“The cheese-making techniques are laborious and old fashioned.” This description of the work it takes to make cheese struck me because at this house that we are living in there are several fields attached to the land that we also rent. I turned one area into a garden, and the others have been planted by a neighbor who takes half and gives us half. Watching each step of the rice harvest showed me how VERY much work goes into just being able to eat. Tilling, fertilizing, sowing the seeds, moving the seedlings throughout the field, keeping the berms in repair so enough water stays in the field for the rice to grow, cutting mature stalks (by hand), setting the shocks to dry, coming back and knocking the kernels of rice out of the stalks, sunning it for a few days, shaking and throwing the kernels up to knock off the extra husks, storing…in hope that the rats don’t get it. “Laborious and old fashioned.” It is good for us, as humans, to see these processes, though, and to live them, as I think they keep us more humble.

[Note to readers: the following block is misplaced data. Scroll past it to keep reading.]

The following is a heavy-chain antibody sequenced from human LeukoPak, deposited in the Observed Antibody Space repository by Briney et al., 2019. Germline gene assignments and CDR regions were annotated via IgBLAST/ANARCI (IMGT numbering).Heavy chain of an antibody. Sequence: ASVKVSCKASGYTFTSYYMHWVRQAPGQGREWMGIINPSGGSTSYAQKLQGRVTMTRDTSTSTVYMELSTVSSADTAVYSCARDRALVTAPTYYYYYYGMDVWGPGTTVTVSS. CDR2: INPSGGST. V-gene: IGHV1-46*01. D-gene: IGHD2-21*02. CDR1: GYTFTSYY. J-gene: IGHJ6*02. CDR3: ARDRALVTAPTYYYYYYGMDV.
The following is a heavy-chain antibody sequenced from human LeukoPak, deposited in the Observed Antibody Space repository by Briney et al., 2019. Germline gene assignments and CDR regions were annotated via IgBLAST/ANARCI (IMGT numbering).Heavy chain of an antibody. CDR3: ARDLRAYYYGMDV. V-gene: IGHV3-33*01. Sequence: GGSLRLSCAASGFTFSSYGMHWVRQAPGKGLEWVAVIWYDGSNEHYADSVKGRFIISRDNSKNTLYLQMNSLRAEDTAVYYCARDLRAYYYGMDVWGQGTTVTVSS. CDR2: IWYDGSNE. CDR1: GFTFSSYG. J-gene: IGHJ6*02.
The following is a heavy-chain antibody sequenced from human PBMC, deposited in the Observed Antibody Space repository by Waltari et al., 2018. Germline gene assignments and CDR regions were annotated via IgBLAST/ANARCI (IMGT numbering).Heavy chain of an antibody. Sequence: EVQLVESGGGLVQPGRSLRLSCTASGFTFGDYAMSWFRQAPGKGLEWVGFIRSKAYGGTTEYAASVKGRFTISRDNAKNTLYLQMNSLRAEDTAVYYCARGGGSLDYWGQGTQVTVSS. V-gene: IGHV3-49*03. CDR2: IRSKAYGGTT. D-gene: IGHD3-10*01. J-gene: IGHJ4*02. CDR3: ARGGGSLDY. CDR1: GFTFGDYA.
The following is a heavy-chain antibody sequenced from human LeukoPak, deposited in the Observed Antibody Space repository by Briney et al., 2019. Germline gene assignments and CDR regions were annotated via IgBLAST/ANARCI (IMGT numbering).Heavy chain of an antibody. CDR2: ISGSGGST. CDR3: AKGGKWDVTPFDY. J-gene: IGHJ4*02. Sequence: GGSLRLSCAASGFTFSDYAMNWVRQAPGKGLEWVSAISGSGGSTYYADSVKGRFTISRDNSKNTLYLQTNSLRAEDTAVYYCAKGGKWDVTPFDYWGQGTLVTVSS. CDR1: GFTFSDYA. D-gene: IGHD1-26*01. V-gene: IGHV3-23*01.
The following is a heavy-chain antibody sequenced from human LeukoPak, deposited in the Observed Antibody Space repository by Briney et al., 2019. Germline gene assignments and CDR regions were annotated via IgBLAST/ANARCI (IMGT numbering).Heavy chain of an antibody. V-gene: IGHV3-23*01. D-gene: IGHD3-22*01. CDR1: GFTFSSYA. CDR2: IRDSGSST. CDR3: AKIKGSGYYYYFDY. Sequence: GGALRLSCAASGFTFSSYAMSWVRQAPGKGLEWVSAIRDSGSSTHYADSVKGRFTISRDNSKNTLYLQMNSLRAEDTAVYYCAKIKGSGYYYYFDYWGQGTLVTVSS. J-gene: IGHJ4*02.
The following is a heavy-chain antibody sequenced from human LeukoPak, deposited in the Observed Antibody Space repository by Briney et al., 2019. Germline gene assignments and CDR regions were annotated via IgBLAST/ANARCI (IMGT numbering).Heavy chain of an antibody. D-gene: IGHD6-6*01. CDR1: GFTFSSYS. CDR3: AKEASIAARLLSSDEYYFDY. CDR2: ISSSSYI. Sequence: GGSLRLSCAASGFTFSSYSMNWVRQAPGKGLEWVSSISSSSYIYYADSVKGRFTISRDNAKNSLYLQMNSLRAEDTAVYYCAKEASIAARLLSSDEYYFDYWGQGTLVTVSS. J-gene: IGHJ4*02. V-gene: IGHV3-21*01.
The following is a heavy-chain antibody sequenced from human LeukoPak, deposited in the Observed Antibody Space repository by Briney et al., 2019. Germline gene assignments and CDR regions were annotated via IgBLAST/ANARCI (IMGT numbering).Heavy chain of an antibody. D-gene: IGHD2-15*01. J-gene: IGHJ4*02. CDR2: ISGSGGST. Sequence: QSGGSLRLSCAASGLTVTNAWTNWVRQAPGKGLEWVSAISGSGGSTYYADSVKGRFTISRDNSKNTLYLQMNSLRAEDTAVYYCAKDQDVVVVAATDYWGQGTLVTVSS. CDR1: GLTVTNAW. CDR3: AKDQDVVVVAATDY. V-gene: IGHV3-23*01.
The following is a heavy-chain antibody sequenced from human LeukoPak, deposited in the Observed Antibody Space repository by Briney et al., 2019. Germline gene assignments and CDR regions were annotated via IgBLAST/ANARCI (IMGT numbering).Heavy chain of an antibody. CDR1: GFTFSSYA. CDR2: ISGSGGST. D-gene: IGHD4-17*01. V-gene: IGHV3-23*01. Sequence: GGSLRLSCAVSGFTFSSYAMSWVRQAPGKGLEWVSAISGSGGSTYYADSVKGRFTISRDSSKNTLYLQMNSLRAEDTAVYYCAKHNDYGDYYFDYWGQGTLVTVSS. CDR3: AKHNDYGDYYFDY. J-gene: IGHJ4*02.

“The gnaw for permanence became ferocious.” I feel this sometimes. This life teaches pilgrimage, and it that is good, but I do long for permanence. One day.

    “The loneliness of being new again.” Oh, man, that was just the words for a feeling I’ve had many times. “Being new again.” I’ve come to hate explaining about myself, but that is also a part of this life if you want to get to know people.

    “We had made the world our home.” This helps with the above two quotes. I’ve tried to teach our children that we have many special places all around the world and the US, in hopes of helping them not have a problem with the transience of our life.

    I probably wouldn’t have picked this up on my own, but I did enjoy it, especially her hunt and descriptions of “authentic” food.

    1. Sarah Hilkemann December 2, 2021

      Joy, thank you for sharing these thoughts! I agree- so much is convenient for us, and there’s something so good for the hands and the soul when we see the process of making or growing something through from start to finish. Even on a small scale, with just having a couple of herbs on my back porch, I sometimes begrudge the constant watering and tending and just want the final product. 😉

      I’m glad you joined in this month! It was delightful to have you. 🙂